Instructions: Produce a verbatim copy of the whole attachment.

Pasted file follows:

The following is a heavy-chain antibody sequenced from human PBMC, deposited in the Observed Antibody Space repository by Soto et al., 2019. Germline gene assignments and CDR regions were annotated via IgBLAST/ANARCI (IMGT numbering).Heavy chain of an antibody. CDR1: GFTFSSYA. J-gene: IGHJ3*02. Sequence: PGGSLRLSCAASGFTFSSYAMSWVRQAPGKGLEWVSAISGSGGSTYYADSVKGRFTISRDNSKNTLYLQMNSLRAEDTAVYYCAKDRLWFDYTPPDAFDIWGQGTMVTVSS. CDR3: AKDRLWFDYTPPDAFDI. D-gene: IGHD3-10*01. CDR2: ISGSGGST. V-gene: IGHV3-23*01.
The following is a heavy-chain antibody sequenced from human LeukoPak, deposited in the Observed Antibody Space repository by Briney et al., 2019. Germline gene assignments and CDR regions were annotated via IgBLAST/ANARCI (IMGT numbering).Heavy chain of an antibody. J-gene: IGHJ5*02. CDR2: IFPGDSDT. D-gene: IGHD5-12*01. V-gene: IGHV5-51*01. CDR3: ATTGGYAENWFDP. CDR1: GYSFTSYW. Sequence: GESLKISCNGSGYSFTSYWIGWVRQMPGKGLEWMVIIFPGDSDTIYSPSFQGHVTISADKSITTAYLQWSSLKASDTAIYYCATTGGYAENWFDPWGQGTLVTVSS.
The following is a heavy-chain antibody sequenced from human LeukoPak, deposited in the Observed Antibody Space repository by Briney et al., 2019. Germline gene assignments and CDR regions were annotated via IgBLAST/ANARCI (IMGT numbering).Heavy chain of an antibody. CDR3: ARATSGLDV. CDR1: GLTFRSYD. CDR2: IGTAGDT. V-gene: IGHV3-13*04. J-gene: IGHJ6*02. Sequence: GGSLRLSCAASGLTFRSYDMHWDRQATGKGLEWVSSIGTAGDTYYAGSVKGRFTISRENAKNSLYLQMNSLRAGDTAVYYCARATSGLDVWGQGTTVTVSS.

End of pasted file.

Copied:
The following is a heavy-chain antibody sequenced from human PBMC, deposited in the Observed Antibody Space repository by Soto et al., 2019. Germline gene assignments and CDR regions were annotated via IgBLAST/ANARCI (IMGT numbering).Heavy chain of an antibody. CDR1: GFTFSSYA. J-gene: IGHJ3*02. Sequence: PGGSLRLSCAASGFTFSSYAMSWVRQAPGKGLEWVSAISGSGGSTYYADSVKGRFTISRDNSKNTLYLQMNSLRAEDTAVYYCAKDRLWFDYTPPDAFDIWGQGTMVTVSS. CDR3: AKDRLWFDYTPPDAFDI. D-gene: IGHD3-10*01. CDR2: ISGSGGST. V-gene: IGHV3-23*01.
The following is a heavy-chain antibody sequenced from human LeukoPak, deposited in the Observed Antibody Space repository by Briney et al., 2019. Germline gene assignments and CDR regions were annotated via IgBLAST/ANARCI (IMGT numbering).Heavy chain of an antibody. J-gene: IGHJ5*02. CDR2: IFPGDSDT. D-gene: IGHD5-12*01. V-gene: IGHV5-51*01. CDR3: ATTGGYAENWFDP. CDR1: GYSFTSYW. Sequence: GESLKISCNGSGYSFTSYWIGWVRQMPGKGLEWMVIIFPGDSDTIYSPSFQGHVTISADKSITTAYLQWSSLKASDTAIYYCATTGGYAENWFDPWGQGTLVTVSS.
The following is a heavy-chain antibody sequenced from human LeukoPak, deposited in the Observed Antibody Space repository by Briney et al., 2019. Germline gene assignments and CDR regions were annotated via IgBLAST/ANARCI (IMGT numbering).Heavy chain of an antibody. CDR3: ARATSGLDV. CDR1: GLTFRSYD. CDR2: IGTAGDT. V-gene: IGHV3-13*04. J-gene: IGHJ6*02. Sequence: GGSLRLSCAASGLTFRSYDMHWDRQATGKGLEWVSSIGTAGDTYYAGSVKGRFTISRENAKNSLYLQMNSLRAGDTAVYYCARATSGLDVWGQGTTVTVSS.